ST. LOUIS -- Oscar Taveras paused for a moment to admire the flight of the baseball, but as he rounded the bases his expression hardly changed.
All the hype and all the expectations, and Taveras had delivered in his Major League debut. Yet the grin on his face never cracked into a smile as he crossed home plate.
"We were in a stalemate, and we needed somebody to step up," Cardinals manager Mike Matheny said. "He did it."
The 21-year-old rookie drove a pitch into the right-field bullpen for his first Major League hit in the fifth inning Saturday afternoon, giving the Cardinals a lead. Michael Wacha provided another quality start, and the Cards fended off two rain delays to snap their three-game losing streak with a 2-0 win over the Giants at Busch Stadium.
Taveras stepped to the plate for his first Major League at-bat to a standing ovation in the second inning. The much-anticipated at-bat ended on the third pitch in a routine flyout to left field.
Three innings later, he batted as rain began to fall. The rookie, ranked as baseball's No. 2 prospect, took a second-pitch curveball left over the plate and launched it 418 feet over the fence in right.
"Everybody knows it's gone," Taveras said. "That's what was going through my head."
"That was the one mistake I made today," Giants starter Yusmeiro Petit added.
Taveras jogged around the bases as rain began to pour down, and he was encouraged back on to the field for an ovation when he reached the dugout.
His at-bat had nearly not happened as weather delayed the game 47 minutes just one pitch after he emerged from the dugout for the curtain call. The grounds crew had started to get up when Taveras made contact.
To that point, Wacha had cruised through five innings, allowing only two baserunners -- one on a double and the other a hit batter. The rain delay marked the fifth of the season for Wacha.
"I felt good going up there and felt good going back out there after the rain delay as well," Wacha said. "It's pretty crazy how much it rains. I'm pretty used to it, used to the routine in between."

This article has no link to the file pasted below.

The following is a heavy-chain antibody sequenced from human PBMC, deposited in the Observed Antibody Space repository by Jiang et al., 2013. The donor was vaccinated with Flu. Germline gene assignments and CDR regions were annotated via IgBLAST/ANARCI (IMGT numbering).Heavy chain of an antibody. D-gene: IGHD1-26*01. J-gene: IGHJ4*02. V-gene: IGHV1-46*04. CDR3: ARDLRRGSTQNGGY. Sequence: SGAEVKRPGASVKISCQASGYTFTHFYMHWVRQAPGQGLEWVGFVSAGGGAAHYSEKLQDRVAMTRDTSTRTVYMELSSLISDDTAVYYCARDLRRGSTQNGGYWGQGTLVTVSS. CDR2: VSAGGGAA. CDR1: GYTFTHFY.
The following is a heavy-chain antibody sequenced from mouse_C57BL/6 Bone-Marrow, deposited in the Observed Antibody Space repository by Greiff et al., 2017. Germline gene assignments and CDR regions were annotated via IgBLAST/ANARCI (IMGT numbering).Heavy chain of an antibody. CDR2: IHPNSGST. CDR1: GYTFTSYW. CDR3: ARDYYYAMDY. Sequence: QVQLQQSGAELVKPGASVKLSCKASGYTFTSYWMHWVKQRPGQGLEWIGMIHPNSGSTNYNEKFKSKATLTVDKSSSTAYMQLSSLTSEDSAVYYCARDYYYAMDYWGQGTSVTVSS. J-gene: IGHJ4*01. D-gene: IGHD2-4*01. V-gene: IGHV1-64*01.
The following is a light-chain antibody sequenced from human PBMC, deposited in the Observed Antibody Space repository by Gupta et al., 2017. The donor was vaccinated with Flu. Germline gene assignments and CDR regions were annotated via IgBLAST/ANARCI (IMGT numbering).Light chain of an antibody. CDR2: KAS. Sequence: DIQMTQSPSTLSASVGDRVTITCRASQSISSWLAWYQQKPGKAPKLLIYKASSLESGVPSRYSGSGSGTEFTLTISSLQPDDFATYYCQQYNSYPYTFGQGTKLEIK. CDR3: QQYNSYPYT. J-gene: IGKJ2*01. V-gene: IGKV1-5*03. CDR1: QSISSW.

Wacha faced only one threat when the Giants put runners on the corners with two outs in the sixth after the delay. He kept the Giants off the board with a three-pitch strikeout, his seventh and final of the game, when first baseman Michael Morse swung through a 71 mph changeup.
Eight outs after play resumed, another torrential downpour sent the teams back to their clubhouses. Wacha was back on the mound in the seventh, when the rain began to fall again. The second delay, which lasted 51 minutes, effectively removed him from the game after throwing 94 pitches.
"This guy is going to be tough as nails if he's not already," Matheny said. "All the different tests he's been thrown through and how he answers, he just keeps coming back."
Wacha ended his day tossing six-plus innings while allowing three hits. The outing gives Wacha quality starts in 10 of 12 appearances this season. He has yet to allow more than three runs in any start.
The 22-year-old right-hander also has a new stat to his credit with six weather delays this season totaling six and a half hours.
"It's kind of frustrating, but it's baseball," Wacha said. "You can't do anything when it rains. You've just got to let it rain. It's nothing new to me, so it's just something you have to deal with, really."
Reliever Sam Freeman pitched a scoreless seventh in relief, striking out two.
The Cardinals added insurance in the bottom half of the seventh after Allen Craig extended his hitting streak to seven games with a leadoff single. He came around on a two-out double by shortstop Jhonny Peralta.
Pat Neshek tossed a scoreless eighth, his 22nd consecutive scoreless appearance out of the bullpen. Trevor Rosenthal struck out the side to earn his 16th save of the season.
The bullpen closed out the win striking out six of the nine Giants hitters it faced for the Cardinals' 10th shutout of the season, tied for the league best.
"Once I came out, the bullpen took over and did an excellent job," Wacha said. "They faced the minimum -- nine up and nine down -- and you don't see that very often. They did a good job preserving that win."
With the help of the Cardinals' new rookie phenom, of course. Who tried all he could to hold back the smile before he simply couldn't any longer.
Finally, when he reached the dugout, his face cracked.
"Even when he came across the plate, he was kind of holding back," Matheny said. "He let it loose once he got into the dugout. That curtain call was very special, you could see he was beaming after that."
All the hype and all the expectations, and all it took for him to give in was some urging from teammates.
"Everybody said, 'Just go smile, you hit a home run,'" Taveras said. "So I smiled. That was good, it was awesome."
Alex Halsted is an associate reporter for MLB.com. This story was not subject to the approval of Major League Baseball or its clubs.